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Thesis

Abstract

Acknowledgments

List of Figures

List of Abbreviations

1. Introduction to auxin biology and endomembrane trafficking in Arabidopsis thaliana

2. SACSIN mediates adaptation of plant cells to ARF-GEF inhibition

3. The phytohormone strigolactone

4. Endosidin 9 (ES9) and Endosidin 9-17 (ES9-17) are small molecules, inhibitors of clathrin-mediated endocytosis

5. General conclusions, discussion and perspectives

6. Appendix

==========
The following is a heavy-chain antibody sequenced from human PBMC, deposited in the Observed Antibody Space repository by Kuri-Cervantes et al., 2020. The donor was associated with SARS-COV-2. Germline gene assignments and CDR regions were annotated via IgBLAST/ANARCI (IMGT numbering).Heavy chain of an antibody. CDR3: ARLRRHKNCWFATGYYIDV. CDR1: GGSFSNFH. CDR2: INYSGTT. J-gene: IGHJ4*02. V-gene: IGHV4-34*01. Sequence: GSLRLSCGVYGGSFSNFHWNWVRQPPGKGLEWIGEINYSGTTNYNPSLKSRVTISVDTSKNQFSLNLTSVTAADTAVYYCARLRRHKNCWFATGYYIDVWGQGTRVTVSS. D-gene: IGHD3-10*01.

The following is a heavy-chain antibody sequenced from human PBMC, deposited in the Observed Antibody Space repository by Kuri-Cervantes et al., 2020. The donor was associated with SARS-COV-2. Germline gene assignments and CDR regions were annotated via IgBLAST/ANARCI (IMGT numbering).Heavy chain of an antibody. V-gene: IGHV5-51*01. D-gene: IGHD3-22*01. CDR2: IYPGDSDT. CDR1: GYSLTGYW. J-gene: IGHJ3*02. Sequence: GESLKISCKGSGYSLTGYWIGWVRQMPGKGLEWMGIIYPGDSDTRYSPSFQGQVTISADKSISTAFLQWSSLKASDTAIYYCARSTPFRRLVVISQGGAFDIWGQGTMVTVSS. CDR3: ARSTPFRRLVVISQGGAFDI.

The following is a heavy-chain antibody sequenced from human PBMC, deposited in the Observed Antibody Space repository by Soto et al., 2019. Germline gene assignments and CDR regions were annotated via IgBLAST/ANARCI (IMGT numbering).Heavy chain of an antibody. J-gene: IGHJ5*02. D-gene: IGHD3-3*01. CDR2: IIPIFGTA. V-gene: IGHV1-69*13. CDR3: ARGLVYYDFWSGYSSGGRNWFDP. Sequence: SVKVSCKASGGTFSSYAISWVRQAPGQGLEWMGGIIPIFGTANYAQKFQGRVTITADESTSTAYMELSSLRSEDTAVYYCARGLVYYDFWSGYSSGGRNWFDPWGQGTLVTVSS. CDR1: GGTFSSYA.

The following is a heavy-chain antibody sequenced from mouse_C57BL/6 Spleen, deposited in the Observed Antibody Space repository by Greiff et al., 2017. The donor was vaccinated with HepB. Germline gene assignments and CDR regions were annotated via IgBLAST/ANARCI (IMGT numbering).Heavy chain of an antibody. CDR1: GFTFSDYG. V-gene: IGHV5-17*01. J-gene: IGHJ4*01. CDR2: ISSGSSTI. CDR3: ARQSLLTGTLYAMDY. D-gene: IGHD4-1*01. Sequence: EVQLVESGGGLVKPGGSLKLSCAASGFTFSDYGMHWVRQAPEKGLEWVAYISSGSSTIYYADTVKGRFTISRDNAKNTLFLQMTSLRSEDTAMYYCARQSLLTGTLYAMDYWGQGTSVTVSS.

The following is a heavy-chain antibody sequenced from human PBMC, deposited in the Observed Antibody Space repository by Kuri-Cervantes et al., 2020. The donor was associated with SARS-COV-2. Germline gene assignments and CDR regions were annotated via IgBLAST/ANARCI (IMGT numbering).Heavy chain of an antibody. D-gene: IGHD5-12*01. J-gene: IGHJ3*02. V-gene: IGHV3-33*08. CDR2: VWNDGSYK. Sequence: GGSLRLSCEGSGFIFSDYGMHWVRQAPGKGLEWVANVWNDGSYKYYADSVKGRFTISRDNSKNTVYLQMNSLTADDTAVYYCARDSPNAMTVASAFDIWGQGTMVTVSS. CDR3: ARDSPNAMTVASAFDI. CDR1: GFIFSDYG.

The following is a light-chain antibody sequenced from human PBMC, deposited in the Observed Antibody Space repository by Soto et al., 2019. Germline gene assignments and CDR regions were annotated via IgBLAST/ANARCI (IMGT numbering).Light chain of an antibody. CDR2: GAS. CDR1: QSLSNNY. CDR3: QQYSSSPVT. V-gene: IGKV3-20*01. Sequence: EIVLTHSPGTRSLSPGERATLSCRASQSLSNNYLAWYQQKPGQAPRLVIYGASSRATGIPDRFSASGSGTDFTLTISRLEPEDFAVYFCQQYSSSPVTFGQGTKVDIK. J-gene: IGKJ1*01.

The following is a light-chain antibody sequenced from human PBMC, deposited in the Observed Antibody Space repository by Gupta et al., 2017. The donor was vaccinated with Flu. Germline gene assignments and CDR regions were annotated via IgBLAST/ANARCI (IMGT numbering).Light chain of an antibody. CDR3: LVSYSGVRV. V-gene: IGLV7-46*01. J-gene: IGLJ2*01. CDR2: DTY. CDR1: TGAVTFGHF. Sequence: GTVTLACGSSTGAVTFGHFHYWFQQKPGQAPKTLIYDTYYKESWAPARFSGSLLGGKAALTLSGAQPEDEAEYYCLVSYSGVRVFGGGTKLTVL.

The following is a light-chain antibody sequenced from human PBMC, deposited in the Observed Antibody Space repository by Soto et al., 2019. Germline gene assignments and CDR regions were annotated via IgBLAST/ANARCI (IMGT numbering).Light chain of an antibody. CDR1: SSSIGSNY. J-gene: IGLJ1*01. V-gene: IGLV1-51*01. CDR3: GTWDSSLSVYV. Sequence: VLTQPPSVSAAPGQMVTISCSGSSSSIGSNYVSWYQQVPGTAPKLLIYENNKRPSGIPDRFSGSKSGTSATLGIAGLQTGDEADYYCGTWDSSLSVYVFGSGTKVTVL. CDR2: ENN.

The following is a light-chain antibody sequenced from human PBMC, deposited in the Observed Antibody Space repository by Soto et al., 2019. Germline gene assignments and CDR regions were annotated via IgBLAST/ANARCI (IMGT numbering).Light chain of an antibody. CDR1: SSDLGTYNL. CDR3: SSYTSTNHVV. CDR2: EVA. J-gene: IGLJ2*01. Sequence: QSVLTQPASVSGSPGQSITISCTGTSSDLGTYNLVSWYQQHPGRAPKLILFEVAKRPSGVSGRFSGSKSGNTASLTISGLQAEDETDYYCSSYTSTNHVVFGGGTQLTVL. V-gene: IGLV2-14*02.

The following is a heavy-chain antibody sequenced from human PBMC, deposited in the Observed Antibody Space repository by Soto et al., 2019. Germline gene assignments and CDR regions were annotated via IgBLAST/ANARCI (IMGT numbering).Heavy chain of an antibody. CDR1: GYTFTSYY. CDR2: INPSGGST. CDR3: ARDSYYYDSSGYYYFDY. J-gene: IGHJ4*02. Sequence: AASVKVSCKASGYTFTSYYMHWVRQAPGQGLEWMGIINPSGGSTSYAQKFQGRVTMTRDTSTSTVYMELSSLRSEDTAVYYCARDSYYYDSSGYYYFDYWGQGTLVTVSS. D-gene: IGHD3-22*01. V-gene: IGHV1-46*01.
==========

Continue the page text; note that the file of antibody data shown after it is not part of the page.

The development and growth of Arabidopsis thaliana is regulated by a combination of genetic programing and also by the environmental influences. An important role in these processes play the phytohormones and among them, auxin is crucial as it controls many important functions. It is transported through the whole plant body by creating local and temporal concentration maxima and minima, which have an impact on the cell status, tissue and organ identity. Auxin has the property to undergo a directional and finely regulated cell-to-cell transport, which is enabled by the transport proteins, localized on the plasma membrane. An important role in this process have the PIN auxin efflux proteins, which have an asymmetric/polar subcellular localization and determine the directionality of the auxin transport. During the last years, there were significant advances in understanding how the trafficking molecular machineries function, including studies on molecular interactions, function, subcellular localization and intracellular distribution. However, there is still a lack of detailed characterization on the steps of endocytosis, exocytosis, endocytic recycling and degradation. Due to this fact, I focused on the identification of novel trafficking factors and better characterization of the intracellular trafficking pathways. My PhD thesis consists of an introductory chapter, three experimental chapters, a chapter containing general discussion, conclusions and perspectives and also an appendix chapter with published collaborative papers. The first chapter is separated in two different parts: I start by a general introduction to auxin biology and then I introduce the trafficking pathways in the model plant Arabidopsis thaliana. Then, I explain also the phosphorylation-signals for polar targeting and also the roles of the phytohormone strigolactone. The second chapter includes the characterization of bar1/sacsin mutant, which was identified in a forward genetic screen for novel trafficking components in Arabidopsis thaliana, where by the implementation of an EMS-treated pPIN1::PIN1-GFP marker line and by using the established inhibitor of ARF-GEFs, Brefeldin A (BFA) as a tool to study trafficking processes, we identified a novel factor, which is mediating the adaptation of the plant cell to ARF-GEF inhibition. The mutation is in a previously uncharacterized gene, encoding a very big protein that we, based on its homologies, called SACSIN with domains suggesting roles as a molecular chaperon or as a component of the ubiquitin-proteasome system. Our physiology and imaging studies revealed that SACSIN is a crucial plant cell component of the adaptation to the ARF-GEF inhibition. The third chapter includes six subchapters, where I focus on the role of the phytohormone strigolactone, which interferes with auxin feedback on PIN internalization. Strigolactone moderates the polar auxin transport by increasing the internalization of the PIN auxin efflux carriers, which reduces the canalization related growth responses. In addition, I also studied the role of phosphorylation in the strigolactone regulation of auxin feedback on PIN internalization. In this chapter I also present my results on the MAX2-dependence of strigolactone-mediated root growth inhibition and I also share my results on the auxin metabolomics profiling after application of GR24. In the fourth chapter I studied the effect of two small molecules ES-9 and ES9-17, which were identified from a collection of small molecules with the property to impair the clathrin-mediated endocytosis. In the fifth chapter, I discuss all my observations and experimental findings and suggest alternative hypothesis to interpret my results. In the appendix there are three collaborative published projects. In the first, I participated in the characterization of the role of ES9 as a small molecule, which is inhibitor of clathrin- mediated endocytosis in different model organisms. In the second paper, I contributed to the characterization of another small molecule ES9-17, which is a non-protonophoric analog of ES9 and also impairs the clathrin-mediated endocytosis not only in plant cells, but also in mammalian HeLa cells. Last but not least, I also attach another paper, where I tried to establish the grafting method as a technique in our lab to study canalization related processes.